Keeping up with the BERTs: a review of the main NLP benchmarks
By Manuel Tonneau
April 27, 2020
In the past few years, the fact that NLP has gained momentum is the least one can say. The increasing performance of NLP models at an ever-growing number of tasks and the rising attention this field has attracted led Sebastian Ruder from DeepMind to talk about an ImageNet moment of NLP in July 2018, referring to a similar booming phase for the computer vision field in 2012. Clément Delangue from Hugging Face even described NLP as the most important field of machine learning (ML) at Data Driven NYC in January of this year.
Now, it is one thing to say that models are improving but what’s really important is to know which tasks can be done with the current state-of-the-art (SOTA) models and how model and human performance compare. In this blog post, we answer these questions by presenting the General Language Understanding Evaluation (GLUE) benchmark and by analyzing performance on each task to differentiate easy and hard tasks for current SOTA models. Finally, we present the latest benchmarks to date, SuperGLUE but also XTREME, set up in order to keep up with rising model performance and evaluate new models on other languages than English.
The necessity of a benchmark: GLUE
Transfer learning in the NLP context can be defined as the combination of model training on massive amounts of text data to learn fundamental aspects of language and use of this accumulated knowledge during training to perform language-related tasks such as sentence classification. The development of this learning method has allowed NLP models, such as BERT from Google, to perform very well on a wide range of tasks, from question answering to sentiment analysis.
In the meantime, a rising energy put into NLP research has led to the development of several new models, from ALBERT to ERNIE and more. The necessity of comparing the performance of these models sparked the establishment of numerous benchmarks for each task, such as SentEval (Conneau et al, 2017) and more recently the General Language Understanding Evaluation benchmark (GLUE) (Wang et al, 2019). The latter has grown to become one of the most important benchmarks in NLP, because of the variety of tasks it contains but also and most importantly because it provides a point of comparison between human and model performance.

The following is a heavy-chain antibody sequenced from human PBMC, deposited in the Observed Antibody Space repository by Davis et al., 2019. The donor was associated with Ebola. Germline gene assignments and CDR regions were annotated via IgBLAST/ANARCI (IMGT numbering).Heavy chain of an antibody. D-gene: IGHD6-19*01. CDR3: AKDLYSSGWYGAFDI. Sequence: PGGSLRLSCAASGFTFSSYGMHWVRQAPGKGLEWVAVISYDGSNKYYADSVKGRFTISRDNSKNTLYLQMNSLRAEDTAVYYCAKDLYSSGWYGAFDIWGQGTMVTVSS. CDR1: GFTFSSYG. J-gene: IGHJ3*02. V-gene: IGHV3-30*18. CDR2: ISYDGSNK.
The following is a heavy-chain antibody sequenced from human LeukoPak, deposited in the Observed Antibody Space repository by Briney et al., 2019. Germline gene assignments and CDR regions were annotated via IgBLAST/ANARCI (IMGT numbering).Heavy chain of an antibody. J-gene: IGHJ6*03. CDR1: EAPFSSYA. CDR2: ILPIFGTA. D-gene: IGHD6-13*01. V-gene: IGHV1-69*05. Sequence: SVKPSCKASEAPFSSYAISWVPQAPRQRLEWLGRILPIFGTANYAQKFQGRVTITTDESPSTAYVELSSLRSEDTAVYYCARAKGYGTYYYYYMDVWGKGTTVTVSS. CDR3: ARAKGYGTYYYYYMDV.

The GLUE benchmark consists of 9 English sentence understanding tasks which can be divided into three categories: single-sentence tasks, similarity tasks and inference tasks. The first category includes acceptability judgments, for which the model is asked to determine whether a sentence is grammatically correct, and sentiment analysis, where the model learns to determine whether a sentence is positive, negative or neutral. The second category includes sentence pairs for which the model is asked to determine whether the two sentences are paraphrases of each other but also how semantically similar they are from one another. Finally, the inference tasks include logical problems (e.g determine whether two arguments are contradictory or not), question-answering and reading comprehension, in which the model reads a sentence with a pronoun and selects the referent of that pronoun from a list of choices. The GLUE score is then determined for each model by calculating the average of scores on each task.
As mentioned earlier, one important advantage of GLUE is that it provides a human performance baseline, calculated by averaging the score of non-expert crowd workers on each of the tasks described before. This human baseline was beaten for the first time by the Multi-Task Deep Neural Network (MT-DNN) ensemble model from Microsoft in June 2019. Several other models then followed which confirms the speed at which model performance is increasing in the NLP field. As of today (April 27, 2020), 11 models are better than the GLUE human baseline.
One thing to be noticed and mentioned by Thomas Wolf in his video entitled “The Future of NLP” is that most models on the top of the leaderboard were trained by big tech firms such as Google, Facebook, Ali Baba or Baidu. This can be explained by the rising model size which implies more computing power to train that only big tech firms can afford and therefore a narrowing of the competition field.